Edited by Jordi Jaria-Manzano and Susana Borrás
Chapter 18: Conclusion: exploring a constitution for the climate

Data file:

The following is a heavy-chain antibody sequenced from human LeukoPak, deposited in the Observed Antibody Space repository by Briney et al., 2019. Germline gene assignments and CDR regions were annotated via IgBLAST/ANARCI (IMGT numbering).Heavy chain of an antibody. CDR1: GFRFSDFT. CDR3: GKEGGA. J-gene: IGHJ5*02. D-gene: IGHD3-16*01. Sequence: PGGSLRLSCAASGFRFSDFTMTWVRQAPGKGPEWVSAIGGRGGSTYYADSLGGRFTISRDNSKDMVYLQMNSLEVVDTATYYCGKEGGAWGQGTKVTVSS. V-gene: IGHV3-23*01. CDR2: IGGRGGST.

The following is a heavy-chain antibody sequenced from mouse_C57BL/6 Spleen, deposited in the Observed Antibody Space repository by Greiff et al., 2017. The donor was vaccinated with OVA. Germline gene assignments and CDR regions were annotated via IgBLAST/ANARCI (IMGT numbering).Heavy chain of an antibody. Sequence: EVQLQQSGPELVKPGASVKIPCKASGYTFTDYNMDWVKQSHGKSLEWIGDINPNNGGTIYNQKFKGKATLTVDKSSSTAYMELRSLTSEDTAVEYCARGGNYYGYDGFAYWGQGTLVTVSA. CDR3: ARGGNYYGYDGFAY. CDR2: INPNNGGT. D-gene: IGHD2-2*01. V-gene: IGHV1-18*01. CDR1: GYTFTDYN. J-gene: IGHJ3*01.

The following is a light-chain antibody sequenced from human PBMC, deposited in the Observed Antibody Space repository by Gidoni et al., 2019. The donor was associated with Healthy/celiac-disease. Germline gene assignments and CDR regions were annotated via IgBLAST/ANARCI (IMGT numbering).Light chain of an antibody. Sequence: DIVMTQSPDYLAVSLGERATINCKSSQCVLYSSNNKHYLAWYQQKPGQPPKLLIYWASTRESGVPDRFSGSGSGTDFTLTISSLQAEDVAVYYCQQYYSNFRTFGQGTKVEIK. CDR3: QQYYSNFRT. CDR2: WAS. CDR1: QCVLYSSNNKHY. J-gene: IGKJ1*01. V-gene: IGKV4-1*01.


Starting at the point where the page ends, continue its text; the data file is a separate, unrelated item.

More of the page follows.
The institutions and regulations that facilitated the expansion of the capitalist world system, which is driving the process of global anthropic transformation of the Earth System, have their origins in modern Western law. The transition to the Anthropocene has created a global eco-social space which should be governed in a way that addresses sustainability and justice issues raised by the human transformation of the planet. To address this new reality, where social and ecological processes have melded into a global evolving continuum, it seems necessary to reform hegemonic conceptions of law and develop new constitutional ideas for a planetary community that is reshaping its own biophysical support systems. In this context, building strategies for the effective control of power in a more complex political and economic scenario is connected to the construction of an open and fluent constitutional discourse. This in turn should provide arguments for litigation, conceived as strategy to include minority interests and excluded communities in shaping the politics of the Anthropocene – in particular, regarding climate change – so as to enable a just (geological) transition.
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